Let be some vector space like and be a metric space like with some (e.g. Euclidian) metric . kNN estimates by averaging the values of the nearest neighbors of in , i.e. with such that for all and .
Parametric versus nonparametric regression. Polynomial regression is an example of parametric regression in the sense that is the optimal function from a family of functions indexed by real parameters (). In contrast, the kNN regressor is directly given and is not based on a finitedimensional family of functions. In general, may be given either directly or be the result of an optimization process.
Loss function. The quality of fit to the data is usually measured by a loss function , where is an estimate of . Often the loss is additive: . If the class is not too large, good regressors can be found by minimizing the loss w.r.t. all . For instance, and in Example 1.
Regression class and loss. In the following we assume a (typically countable) class of regressors (whatever their origin), e.g. the kNN regressors or the least squares polynomial regressors . Note that unlike , regressors are not functions of alone but depend on all observations , in particular on . Like for functions , we can compute the loss of each regressor :
where in the third expression, and the last expression holds in case of additive loss.
Overfitting. Unfortunately, minimizing w.r.t. will typically not select the “best” overall regressor. This is the wellknown overfitting problem. In case of polynomials, the classes are nested, hence is monotone decreasing in with perfectly fitting the data. In case of kNN, is more or less an increasing function in with perfect regression on for , since no averaging takes place. In general, is often indexed by a “flexibility” or smoothness or complexity parameter, which has to be properly determined. More flexible
can closer fit the data and hence have smaller loss, but are not necessarily better, since they have higher variance. Clearly, too inflexible
also lead to a bad fit (“high bias”).Main goal. The main goal of the paper is to establish a selection criterion for the “best” regressor

based on given as a black box that does not require insight into the origin or inner structure of ,

that does not depend on things often not given (like a stochastic noise model),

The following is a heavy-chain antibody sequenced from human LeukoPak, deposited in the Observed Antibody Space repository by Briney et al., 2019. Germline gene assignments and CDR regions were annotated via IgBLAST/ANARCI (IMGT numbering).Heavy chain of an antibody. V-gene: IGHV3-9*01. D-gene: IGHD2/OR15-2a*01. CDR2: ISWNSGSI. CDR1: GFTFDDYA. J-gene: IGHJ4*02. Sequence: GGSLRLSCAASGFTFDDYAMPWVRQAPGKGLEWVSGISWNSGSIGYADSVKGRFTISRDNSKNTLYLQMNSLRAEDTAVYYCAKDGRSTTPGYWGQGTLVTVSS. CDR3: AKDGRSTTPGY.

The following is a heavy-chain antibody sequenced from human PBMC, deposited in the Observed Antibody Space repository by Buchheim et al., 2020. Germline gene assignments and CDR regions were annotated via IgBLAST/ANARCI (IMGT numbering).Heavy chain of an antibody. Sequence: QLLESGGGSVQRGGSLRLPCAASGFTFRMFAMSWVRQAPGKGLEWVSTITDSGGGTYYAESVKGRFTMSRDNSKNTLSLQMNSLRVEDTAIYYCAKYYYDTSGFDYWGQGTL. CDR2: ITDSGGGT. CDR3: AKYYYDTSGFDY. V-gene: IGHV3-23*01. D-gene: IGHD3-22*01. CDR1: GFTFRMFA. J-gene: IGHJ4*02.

that exploits what is given (like the loss function).
While for parametric (e.g. polynomial) regression, MDL and Bayesian methods work well (effectively the number of parameters serve as complexity penalty), their use is seriously limited for nonparametric black box like kNN or if a stochastic/coding model is hard to establish (see Section 4 for a detailed comparison).
Main idea: loss rank. The key observation we exploit is that a more flexible can fit more data well than a more rigid one. For instance, can perfectly fit all for , all that lie on a parabola for , but only linear for . We consider discrete i.e. classification first, and fix . is the observed data and are fictitious others.
Instead of minimizing the unsuitable w.r.t. , we could ask how many lead to smaller than . Many have small loss for flexible , and so smallness of is less significant than if is among very few other with small . We claim that the loss rank of among all is a suitable measure of fit. We define the rank of under as the number of with smaller or equal loss than :
(1)  
For this to make sense, we have to assume (and will later assure) that , i.e. there are only finitely many having loss smaller than . In a sense, measures how compatible is with ; is the th most compatible with .
Since the logarithm is a strictly monotone increasing function, we can also consider the logarithmic rank , which will be more convenient.
Principle 3 (loss rank principle (LoRP) for classification)
For discrete
, the best classifier/regressor
in some class for data is the one of smallest loss rank:(2) 
where is defined in (1).
We give a simple example for which we can compute all ranks by hand to help better grasping how the principle works, but the example is too simplistic to allow any conclusion on whether the principle is appropriate.
Example 4 (simple discrete)
Consider , , and two points lying on the diagonal , with polynomial (zero, constant, linear) least squares regression (see Ex.1). is simply 0, the average, and the line through points and . This, together with the quadratic Loss for generic and observed (and fixed ), is summarized in the following table
From the Loss we can easily compute the Rank for all nine . Equal rank due to equal loss is indicated by a in the table below. Whole equality groups are actually assigned the rank of their rightmost member, e.g. for the ranks of are all 7 (and not 4,5,6,7).
So LoRP selects as best regressor, since it has minimal rank on . fits too badly and is too flexible (perfectly fits all ).
LoRP for continuous . We now consider the case of continuous or measurable spaces , i.e. normal regression problems. We assume in the following exposition, but the idea and resulting principle hold for more general measurable spaces like . We simply reduce the model selection problem to the discrete case by considering the discretized space for small and discretize . Then with counts the number of grid points in the set
(3)